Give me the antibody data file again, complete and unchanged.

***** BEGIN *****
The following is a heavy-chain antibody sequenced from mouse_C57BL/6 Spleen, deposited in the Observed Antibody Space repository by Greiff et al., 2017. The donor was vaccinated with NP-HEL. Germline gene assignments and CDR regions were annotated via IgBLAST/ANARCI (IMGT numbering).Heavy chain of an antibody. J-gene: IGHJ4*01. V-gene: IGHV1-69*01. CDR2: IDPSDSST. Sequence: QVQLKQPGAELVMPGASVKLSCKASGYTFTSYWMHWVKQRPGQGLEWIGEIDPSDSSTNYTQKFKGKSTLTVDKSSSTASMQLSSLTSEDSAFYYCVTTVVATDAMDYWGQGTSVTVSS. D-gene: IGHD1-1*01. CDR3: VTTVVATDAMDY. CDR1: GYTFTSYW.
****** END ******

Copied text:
The following is a heavy-chain antibody sequenced from mouse_C57BL/6 Spleen, deposited in the Observed Antibody Space repository by Greiff et al., 2017. The donor was vaccinated with NP-HEL. Germline gene assignments and CDR regions were annotated via IgBLAST/ANARCI (IMGT numbering).Heavy chain of an antibody. J-gene: IGHJ4*01. V-gene: IGHV1-69*01. CDR2: IDPSDSST. Sequence: QVQLKQPGAELVMPGASVKLSCKASGYTFTSYWMHWVKQRPGQGLEWIGEIDPSDSSTNYTQKFKGKSTLTVDKSSSTASMQLSSLTSEDSAFYYCVTTVVATDAMDYWGQGTSVTVSS. D-gene: IGHD1-1*01. CDR3: VTTVVATDAMDY. CDR1: GYTFTSYW.